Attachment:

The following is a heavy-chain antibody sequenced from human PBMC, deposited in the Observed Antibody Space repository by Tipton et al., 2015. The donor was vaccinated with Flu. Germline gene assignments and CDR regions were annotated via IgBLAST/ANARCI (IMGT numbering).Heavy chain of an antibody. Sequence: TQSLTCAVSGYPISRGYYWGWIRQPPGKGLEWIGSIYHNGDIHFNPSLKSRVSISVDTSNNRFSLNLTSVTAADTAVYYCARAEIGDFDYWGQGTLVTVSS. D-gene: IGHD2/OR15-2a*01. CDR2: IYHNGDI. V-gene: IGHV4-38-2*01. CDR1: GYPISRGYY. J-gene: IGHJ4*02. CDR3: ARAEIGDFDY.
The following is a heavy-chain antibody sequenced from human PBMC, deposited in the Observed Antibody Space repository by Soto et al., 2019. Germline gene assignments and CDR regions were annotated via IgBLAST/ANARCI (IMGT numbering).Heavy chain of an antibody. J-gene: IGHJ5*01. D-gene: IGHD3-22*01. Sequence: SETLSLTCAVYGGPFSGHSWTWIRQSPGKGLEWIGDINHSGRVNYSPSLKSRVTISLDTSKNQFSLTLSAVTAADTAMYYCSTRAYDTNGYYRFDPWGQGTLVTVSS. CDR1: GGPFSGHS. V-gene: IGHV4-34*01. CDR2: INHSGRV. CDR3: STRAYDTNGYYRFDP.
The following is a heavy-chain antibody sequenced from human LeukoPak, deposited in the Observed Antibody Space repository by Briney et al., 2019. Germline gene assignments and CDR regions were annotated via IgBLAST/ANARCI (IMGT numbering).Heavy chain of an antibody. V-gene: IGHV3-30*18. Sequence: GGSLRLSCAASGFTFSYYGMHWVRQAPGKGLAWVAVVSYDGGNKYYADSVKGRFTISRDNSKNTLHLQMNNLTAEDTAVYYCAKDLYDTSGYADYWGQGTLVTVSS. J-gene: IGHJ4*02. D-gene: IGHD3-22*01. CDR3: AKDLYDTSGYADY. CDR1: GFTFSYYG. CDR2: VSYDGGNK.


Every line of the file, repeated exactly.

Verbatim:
The following is a heavy-chain antibody sequenced from human PBMC, deposited in the Observed Antibody Space repository by Tipton et al., 2015. The donor was vaccinated with Flu. Germline gene assignments and CDR regions were annotated via IgBLAST/ANARCI (IMGT numbering).Heavy chain of an antibody. Sequence: TQSLTCAVSGYPISRGYYWGWIRQPPGKGLEWIGSIYHNGDIHFNPSLKSRVSISVDTSNNRFSLNLTSVTAADTAVYYCARAEIGDFDYWGQGTLVTVSS. D-gene: IGHD2/OR15-2a*01. CDR2: IYHNGDI. V-gene: IGHV4-38-2*01. CDR1: GYPISRGYY. J-gene: IGHJ4*02. CDR3: ARAEIGDFDY.
The following is a heavy-chain antibody sequenced from human PBMC, deposited in the Observed Antibody Space repository by Soto et al., 2019. Germline gene assignments and CDR regions were annotated via IgBLAST/ANARCI (IMGT numbering).Heavy chain of an antibody. J-gene: IGHJ5*01. D-gene: IGHD3-22*01. Sequence: SETLSLTCAVYGGPFSGHSWTWIRQSPGKGLEWIGDINHSGRVNYSPSLKSRVTISLDTSKNQFSLTLSAVTAADTAMYYCSTRAYDTNGYYRFDPWGQGTLVTVSS. CDR1: GGPFSGHS. V-gene: IGHV4-34*01. CDR2: INHSGRV. CDR3: STRAYDTNGYYRFDP.
The following is a heavy-chain antibody sequenced from human LeukoPak, deposited in the Observed Antibody Space repository by Briney et al., 2019. Germline gene assignments and CDR regions were annotated via IgBLAST/ANARCI (IMGT numbering).Heavy chain of an antibody. V-gene: IGHV3-30*18. Sequence: GGSLRLSCAASGFTFSYYGMHWVRQAPGKGLAWVAVVSYDGGNKYYADSVKGRFTISRDNSKNTLHLQMNNLTAEDTAVYYCAKDLYDTSGYADYWGQGTLVTVSS. J-gene: IGHJ4*02. D-gene: IGHD3-22*01. CDR3: AKDLYDTSGYADY. CDR1: GFTFSYYG. CDR2: VSYDGGNK.